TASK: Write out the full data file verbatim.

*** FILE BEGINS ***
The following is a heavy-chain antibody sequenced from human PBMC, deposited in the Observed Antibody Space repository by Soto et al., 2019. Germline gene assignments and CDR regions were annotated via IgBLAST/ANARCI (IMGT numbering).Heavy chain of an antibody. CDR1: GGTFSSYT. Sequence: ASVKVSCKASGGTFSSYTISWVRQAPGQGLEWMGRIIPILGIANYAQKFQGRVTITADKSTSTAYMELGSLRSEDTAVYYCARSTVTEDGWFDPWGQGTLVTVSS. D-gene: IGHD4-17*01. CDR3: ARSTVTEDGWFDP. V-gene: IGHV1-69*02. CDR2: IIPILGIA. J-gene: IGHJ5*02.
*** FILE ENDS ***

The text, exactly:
The following is a heavy-chain antibody sequenced from human PBMC, deposited in the Observed Antibody Space repository by Soto et al., 2019. Germline gene assignments and CDR regions were annotated via IgBLAST/ANARCI (IMGT numbering).Heavy chain of an antibody. CDR1: GGTFSSYT. Sequence: ASVKVSCKASGGTFSSYTISWVRQAPGQGLEWMGRIIPILGIANYAQKFQGRVTITADKSTSTAYMELGSLRSEDTAVYYCARSTVTEDGWFDPWGQGTLVTVSS. D-gene: IGHD4-17*01. CDR3: ARSTVTEDGWFDP. V-gene: IGHV1-69*02. CDR2: IIPILGIA. J-gene: IGHJ5*02.